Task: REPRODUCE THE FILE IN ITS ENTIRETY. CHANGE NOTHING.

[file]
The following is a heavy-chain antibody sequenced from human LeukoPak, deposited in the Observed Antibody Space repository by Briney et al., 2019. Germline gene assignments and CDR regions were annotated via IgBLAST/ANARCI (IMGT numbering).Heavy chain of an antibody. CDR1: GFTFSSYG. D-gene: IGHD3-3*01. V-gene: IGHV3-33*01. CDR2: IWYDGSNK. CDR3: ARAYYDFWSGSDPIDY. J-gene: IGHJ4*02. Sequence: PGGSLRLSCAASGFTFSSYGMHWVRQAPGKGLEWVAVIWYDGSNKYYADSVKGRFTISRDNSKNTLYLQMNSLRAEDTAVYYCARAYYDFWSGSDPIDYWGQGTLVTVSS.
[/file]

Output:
The following is a heavy-chain antibody sequenced from human LeukoPak, deposited in the Observed Antibody Space repository by Briney et al., 2019. Germline gene assignments and CDR regions were annotated via IgBLAST/ANARCI (IMGT numbering).Heavy chain of an antibody. CDR1: GFTFSSYG. D-gene: IGHD3-3*01. V-gene: IGHV3-33*01. CDR2: IWYDGSNK. CDR3: ARAYYDFWSGSDPIDY. J-gene: IGHJ4*02. Sequence: PGGSLRLSCAASGFTFSSYGMHWVRQAPGKGLEWVAVIWYDGSNKYYADSVKGRFTISRDNSKNTLYLQMNSLRAEDTAVYYCARAYYDFWSGSDPIDYWGQGTLVTVSS.